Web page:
Friday, March 20, 2009

Case Studies in Enterprise Architecture

A few nights ago, I attended a fascinating evening with Wayne Horkan, the CTO of Sun Microsystems for UK and Ireland, who presented his views on Enterprise Architecture. The event was jointly organised by IET, the BCS Manchester branch with a pitch for the recently formed BCS Enterprise Architecture Specialist Group forming the warm act before Wayne's presentation.

Wayne presented his experience in 3 (anonymous) organisations who experienced difficulties in their approach to delivering an enterprise architecture. The problems could easily be addressed by recognising the key and important role of enterprise architects who maintain an understanding of the business context, provides domain knowledge and ensure that the architecture and supporting IT remains aligned with the business. 

In assessing any programme, a simple 4 stage approach is followed:

  1. Gather the facts by a series of interviews and information gathering. This includes understanding the current 'as is' enterprise architecture, the current IT/IS setup and the 'vision' for the future.
  2. Analyse the data
  3. Determine the key conclusions/recommendations and the way foward. This includes establishing the order of change to ensure that the changes deliver value to the organisation without destablising the exsiting organisation.
  4. Assess the project against the five key areas of likely project failure:

  • Strategy. Is it really needed? Why is it needed now? Will it deliver a realistic ROI?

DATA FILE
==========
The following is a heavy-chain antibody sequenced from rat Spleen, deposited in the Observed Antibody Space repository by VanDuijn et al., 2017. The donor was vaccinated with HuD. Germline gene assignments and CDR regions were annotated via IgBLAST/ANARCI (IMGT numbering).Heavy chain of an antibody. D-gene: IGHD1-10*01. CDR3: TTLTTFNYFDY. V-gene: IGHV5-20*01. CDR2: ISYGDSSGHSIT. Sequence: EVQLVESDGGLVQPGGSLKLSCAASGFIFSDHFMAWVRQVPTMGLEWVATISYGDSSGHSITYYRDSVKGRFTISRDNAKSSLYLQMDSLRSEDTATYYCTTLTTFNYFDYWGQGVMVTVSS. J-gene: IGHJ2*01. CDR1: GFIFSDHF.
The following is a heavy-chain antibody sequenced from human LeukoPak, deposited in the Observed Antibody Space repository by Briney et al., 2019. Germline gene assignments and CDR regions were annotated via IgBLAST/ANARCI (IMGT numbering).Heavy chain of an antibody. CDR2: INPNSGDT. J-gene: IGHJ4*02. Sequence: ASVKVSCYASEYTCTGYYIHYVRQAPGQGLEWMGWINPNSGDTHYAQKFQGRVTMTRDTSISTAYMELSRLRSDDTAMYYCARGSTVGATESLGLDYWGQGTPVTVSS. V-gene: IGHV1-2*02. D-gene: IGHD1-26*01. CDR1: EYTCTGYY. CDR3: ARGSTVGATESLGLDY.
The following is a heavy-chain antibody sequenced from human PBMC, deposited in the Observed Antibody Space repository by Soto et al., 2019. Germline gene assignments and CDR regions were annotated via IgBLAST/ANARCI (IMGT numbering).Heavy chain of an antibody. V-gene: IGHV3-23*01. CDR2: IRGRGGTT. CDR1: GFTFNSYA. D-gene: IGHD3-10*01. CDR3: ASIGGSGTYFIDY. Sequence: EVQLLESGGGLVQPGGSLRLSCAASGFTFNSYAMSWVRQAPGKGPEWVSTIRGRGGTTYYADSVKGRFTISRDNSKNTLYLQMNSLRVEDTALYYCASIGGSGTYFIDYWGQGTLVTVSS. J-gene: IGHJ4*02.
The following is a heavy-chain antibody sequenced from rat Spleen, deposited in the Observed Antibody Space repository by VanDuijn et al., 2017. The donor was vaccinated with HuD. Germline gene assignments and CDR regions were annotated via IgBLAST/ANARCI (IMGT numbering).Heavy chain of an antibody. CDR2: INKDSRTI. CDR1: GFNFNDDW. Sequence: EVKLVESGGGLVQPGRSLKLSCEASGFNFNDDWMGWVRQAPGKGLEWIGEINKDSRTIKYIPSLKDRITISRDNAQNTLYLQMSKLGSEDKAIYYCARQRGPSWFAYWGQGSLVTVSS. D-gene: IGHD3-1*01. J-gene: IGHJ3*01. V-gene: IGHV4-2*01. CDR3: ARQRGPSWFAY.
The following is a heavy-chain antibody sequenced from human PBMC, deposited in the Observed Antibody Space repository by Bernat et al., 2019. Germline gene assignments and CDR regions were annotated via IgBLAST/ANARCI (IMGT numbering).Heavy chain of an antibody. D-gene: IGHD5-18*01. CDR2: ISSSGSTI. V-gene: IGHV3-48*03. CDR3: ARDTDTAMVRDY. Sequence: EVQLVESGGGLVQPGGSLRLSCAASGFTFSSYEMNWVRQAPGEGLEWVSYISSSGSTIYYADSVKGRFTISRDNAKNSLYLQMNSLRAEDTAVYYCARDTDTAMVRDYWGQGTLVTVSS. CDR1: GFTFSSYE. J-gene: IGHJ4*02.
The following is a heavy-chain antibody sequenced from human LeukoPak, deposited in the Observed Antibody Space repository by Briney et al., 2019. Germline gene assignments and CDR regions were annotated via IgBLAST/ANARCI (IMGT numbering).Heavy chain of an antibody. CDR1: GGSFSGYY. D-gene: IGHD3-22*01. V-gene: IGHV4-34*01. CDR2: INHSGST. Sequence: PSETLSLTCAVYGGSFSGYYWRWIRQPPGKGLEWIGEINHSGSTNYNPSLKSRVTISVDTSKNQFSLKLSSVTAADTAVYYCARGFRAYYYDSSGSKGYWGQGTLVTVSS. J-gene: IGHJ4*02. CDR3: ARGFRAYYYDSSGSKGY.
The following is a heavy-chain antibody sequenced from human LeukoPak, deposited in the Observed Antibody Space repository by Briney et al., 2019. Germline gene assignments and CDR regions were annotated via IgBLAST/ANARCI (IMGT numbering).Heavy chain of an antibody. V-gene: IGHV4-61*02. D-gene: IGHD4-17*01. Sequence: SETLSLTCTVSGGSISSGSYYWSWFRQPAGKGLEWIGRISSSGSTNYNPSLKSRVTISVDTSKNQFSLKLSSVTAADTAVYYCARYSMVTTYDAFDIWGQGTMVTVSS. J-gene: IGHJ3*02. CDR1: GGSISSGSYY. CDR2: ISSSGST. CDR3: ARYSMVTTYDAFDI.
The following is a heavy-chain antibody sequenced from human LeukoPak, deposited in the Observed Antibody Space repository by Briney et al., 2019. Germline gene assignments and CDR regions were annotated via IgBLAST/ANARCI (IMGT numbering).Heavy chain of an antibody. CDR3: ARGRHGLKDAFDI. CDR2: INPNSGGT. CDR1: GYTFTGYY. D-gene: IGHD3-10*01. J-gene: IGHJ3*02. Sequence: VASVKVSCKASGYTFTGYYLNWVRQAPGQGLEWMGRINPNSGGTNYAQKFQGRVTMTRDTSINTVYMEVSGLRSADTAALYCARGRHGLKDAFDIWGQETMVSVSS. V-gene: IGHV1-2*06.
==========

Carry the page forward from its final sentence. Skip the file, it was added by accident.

• Contractual. Is the contract, including the financial elements, appropriate defined and achievable?
  • Process/procedures. Are we in control or out of control?
  • Politics and personnel. Is there buy-in from all concerned/affected?
  • Technical and architectural. The least likely cause of project failure (apparently) but need to ensure that the right resources are available in order to deliver the right solution.

Wayne concluded with a number of best practices based on his experiences with these (and other) organisations:

  1. Ignore the religious arguments about which framework to use. Just pick a single framework and stick with it. Most organisations use a blend of Zachman (artefact focused) and TOGAF (procedurally focused). None of the frameworks provide a magic bullet with which success is guaranteed.

  2. Obtain sponsorship from key stakeholders. The stakeholders must have a strategy for the business, which may change over time, that is communicated to the EA team.

  3. The EA team must continually:

  • Remain delivery focused, providing value to the organisation

  • Involve the whole team (consisting of Enterprise, Infrastructure and Application architects) in all decisions, ensuring that cross-team communication is integral to the team (no silos)

  • Ensure that there is the right mix of technical skills to deliver the right architecture

  • Obtain and foster Sponsorship, Sponsorship, Sponsorship without which a programme is likely to fail

  • Keep aligned (and checking) with the business strategy

As a reality check, Wayne highlighted that the current economic climate now requires that the investment in enterprise architecture must be seen to deliver value far more quickly (i.e. in the matter of months rather than years) to the business than has previously been tolerated.

The session was well attended and left the audience with much to consider in future projects.

The slides, and Wayne's personal views on the session are contained here.

Sunday, March 1, 2009

Going forward with PHP